Credit – Over the Limit
Credit cards are wonderful tools, but they come with serious responsibilities.
You should be using a credit card to your advantage – whether that means getting an interest-free loan every month by paying your balance off in full, or just the simple security and satisfaction that having extra buying power at your fingertips can bring.
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Imagine you had a credit card was a $500 limit, and in the run-up to Christmas, you nearly maxed out your card.
Before taking that last shopping trip of the season, you went online to check your balance and saw that you had $19 of available credit. “No matter,” you say to yourself, “I’ll pay the balance in full when I get my Christmas bonus from the office.”
The only other charge you made was for a couple of mochachinos at the local coffee house, but two days later you were shocked to learn that you somehow went over your credit limit! Worse yet, your card company hit you with a $29 fee! The Mochachino That Broke the Camel’s Back
This can happen a lot easier than you might expect. In the above example, you may have recently “paid at the pump.” Oftentimes a gas station charges your card only $1 at the point-of-purchase and applies the remainder of the charge to your card later that day (or the next day).
Let’s say you had $17 in gas that you forgot about. That would reduce your available credit to $3 ($19 – $17 + $1 for the refunding of the temporary charge).
Then when you bought two $2.50 drinks, you pushed your balance to $502, exceeding your credit limit by $2, and receiving a whopping $29 fine. It happens all the time.
The real question should be, “Why do credit card companies let this happen?” After all, couldn’t they just reject your card at the coffeehouse?
The gas station reserves the funds on your card even before it charges them, so shouldn’t you not be able to buy the coffee and go over your credit limit? It depends.
Some people would find this embarrassing fate more horrible than the $29 over-limit fee, particularly if the second coffee was for a romantic interest or client. But the reality is that credit card companies exist in the world to make money.
There’s nothing wrong with that, but you need to be aware of the fees and expenses associated with your card and do your best to avoid them. Tips for Avoiding Over-Limit Fees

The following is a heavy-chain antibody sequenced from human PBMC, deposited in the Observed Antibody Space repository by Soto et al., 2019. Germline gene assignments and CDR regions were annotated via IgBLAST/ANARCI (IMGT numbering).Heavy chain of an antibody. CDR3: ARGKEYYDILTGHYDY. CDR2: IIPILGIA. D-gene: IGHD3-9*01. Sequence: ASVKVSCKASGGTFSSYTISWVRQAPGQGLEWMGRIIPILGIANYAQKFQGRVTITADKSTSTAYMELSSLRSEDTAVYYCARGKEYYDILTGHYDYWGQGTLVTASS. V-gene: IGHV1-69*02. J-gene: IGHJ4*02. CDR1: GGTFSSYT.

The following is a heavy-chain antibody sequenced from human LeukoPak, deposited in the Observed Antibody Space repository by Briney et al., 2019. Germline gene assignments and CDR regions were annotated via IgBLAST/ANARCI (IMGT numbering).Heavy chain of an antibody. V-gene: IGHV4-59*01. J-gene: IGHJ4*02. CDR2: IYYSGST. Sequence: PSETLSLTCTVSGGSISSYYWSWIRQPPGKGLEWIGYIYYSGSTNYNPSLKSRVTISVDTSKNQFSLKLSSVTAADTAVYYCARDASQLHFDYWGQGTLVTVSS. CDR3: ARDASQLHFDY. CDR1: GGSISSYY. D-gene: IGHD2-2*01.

1. Use a separate card for your gas purchases. Since “pay at the pump” can distort your true balance, it is wise to use one card exclusively for gas.
This can be an actual gas card or just a regular card card that you designate as your own gas card. It might be okay to have some recurring charges (cable bill, subscription charges, etc.) also on the card, but don’t use it to make “discretionary” purchases.
If you have $200 of recurring charges on your card and you typically spend $80 a month on gas, this means you’ll only need a card with a $300 limit.
Then again, $500 would be better for a little cushion in case you spend more on gas – either because you take a trip or because gas prices to through the roof!
2. Check your balance on a daily basis. If you maximize the benefits of your credit cards by nearly maxing them out each month and then paying off the balance in full, then you need to spend a little more time making sure managing your cards.
Check your balance online every day and look at the itemized charges. Sometimes changes don’t show up right away, so be on the lookout for anything that’s missing. And if you do use your card for gas, make sure you keep your gas receipts so you know how much you really spent when your statement still says “$1.”
The Real Cost of Exceeding Your Limit
No one likes paying $29 extra for a couple of coffees, but the even greater cost of going over your credit limit is the damage it does to your credit.
Many card companies begin charging you the maximum interest after just one overage – and not the card you went over on. An entirely unrelated company might also jack up your interest rate, even though you’ve always paid your bills on time with them, so do everything you can to avoid going over.
Credit cards are wonderful tools, but they come with serious responsibilities. You should be using a credit card to your advantage – whether that means getting an interest-free loan every month by paying your balance off in full, or just the simple security and satisfaction that having extra buying power at your fingertips can bring.
But when you start paying $29 fees and higher interest, you are letting the powerful tool wield itself against you. Be a smart consumer, but also check the over-limit fees and practices of cards before you sign up for them.
No one intends on exceeding their credit limit, but it does happen to most people, so be aware!